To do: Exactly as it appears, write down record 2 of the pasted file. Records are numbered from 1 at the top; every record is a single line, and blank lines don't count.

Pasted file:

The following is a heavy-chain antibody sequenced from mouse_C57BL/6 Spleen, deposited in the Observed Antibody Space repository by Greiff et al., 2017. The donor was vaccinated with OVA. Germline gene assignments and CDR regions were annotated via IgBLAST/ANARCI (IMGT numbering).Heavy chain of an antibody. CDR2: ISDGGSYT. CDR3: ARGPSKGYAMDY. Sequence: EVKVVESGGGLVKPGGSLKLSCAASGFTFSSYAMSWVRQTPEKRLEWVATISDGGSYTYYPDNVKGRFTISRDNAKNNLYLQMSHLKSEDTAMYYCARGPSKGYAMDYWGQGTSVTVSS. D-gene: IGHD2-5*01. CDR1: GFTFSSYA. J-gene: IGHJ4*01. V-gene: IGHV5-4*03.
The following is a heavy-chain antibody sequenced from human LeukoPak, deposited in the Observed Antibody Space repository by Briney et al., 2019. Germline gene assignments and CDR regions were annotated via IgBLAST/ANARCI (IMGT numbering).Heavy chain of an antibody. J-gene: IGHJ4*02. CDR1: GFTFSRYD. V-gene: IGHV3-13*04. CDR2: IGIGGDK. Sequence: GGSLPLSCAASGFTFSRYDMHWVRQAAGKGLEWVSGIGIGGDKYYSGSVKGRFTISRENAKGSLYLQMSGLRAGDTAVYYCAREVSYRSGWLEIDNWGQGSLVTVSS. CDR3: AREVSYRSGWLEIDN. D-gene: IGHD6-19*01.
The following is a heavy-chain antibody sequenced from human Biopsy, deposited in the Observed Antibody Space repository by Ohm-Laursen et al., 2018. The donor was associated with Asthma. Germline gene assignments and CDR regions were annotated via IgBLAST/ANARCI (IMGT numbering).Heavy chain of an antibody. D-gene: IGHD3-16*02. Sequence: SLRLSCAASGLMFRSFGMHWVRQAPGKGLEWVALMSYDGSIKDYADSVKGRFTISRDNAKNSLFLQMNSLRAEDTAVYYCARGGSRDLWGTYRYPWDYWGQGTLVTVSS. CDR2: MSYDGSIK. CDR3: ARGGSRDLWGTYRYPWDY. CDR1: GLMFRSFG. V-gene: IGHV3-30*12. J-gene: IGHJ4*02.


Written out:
The following is a heavy-chain antibody sequenced from human LeukoPak, deposited in the Observed Antibody Space repository by Briney et al., 2019. Germline gene assignments and CDR regions were annotated via IgBLAST/ANARCI (IMGT numbering).Heavy chain of an antibody. J-gene: IGHJ4*02. CDR1: GFTFSRYD. V-gene: IGHV3-13*04. CDR2: IGIGGDK. Sequence: GGSLPLSCAASGFTFSRYDMHWVRQAAGKGLEWVSGIGIGGDKYYSGSVKGRFTISRENAKGSLYLQMSGLRAGDTAVYYCAREVSYRSGWLEIDNWGQGSLVTVSS. CDR3: AREVSYRSGWLEIDN. D-gene: IGHD6-19*01.